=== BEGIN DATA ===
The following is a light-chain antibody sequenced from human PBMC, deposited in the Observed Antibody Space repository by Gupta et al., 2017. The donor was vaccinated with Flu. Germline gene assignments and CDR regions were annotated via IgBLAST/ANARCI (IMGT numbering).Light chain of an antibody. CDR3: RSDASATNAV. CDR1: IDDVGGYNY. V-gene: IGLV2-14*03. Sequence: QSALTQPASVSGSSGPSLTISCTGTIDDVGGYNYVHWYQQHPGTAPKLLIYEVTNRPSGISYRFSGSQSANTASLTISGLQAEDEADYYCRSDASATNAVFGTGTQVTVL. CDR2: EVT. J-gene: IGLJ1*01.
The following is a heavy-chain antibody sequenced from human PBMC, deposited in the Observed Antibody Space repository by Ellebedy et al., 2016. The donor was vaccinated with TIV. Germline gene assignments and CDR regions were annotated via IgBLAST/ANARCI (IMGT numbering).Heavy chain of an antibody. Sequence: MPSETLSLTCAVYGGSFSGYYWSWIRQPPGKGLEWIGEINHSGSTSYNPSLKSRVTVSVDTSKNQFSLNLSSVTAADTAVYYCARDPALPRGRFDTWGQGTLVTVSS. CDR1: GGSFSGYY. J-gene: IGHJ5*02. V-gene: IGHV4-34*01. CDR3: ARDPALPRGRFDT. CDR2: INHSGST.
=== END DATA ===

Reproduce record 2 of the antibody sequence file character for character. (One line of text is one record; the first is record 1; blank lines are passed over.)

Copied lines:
The following is a heavy-chain antibody sequenced from human PBMC, deposited in the Observed Antibody Space repository by Ellebedy et al., 2016. The donor was vaccinated with TIV. Germline gene assignments and CDR regions were annotated via IgBLAST/ANARCI (IMGT numbering).Heavy chain of an antibody. Sequence: MPSETLSLTCAVYGGSFSGYYWSWIRQPPGKGLEWIGEINHSGSTSYNPSLKSRVTVSVDTSKNQFSLNLSSVTAADTAVYYCARDPALPRGRFDTWGQGTLVTVSS. CDR1: GGSFSGYY. J-gene: IGHJ5*02. V-gene: IGHV4-34*01. CDR3: ARDPALPRGRFDT. CDR2: INHSGST.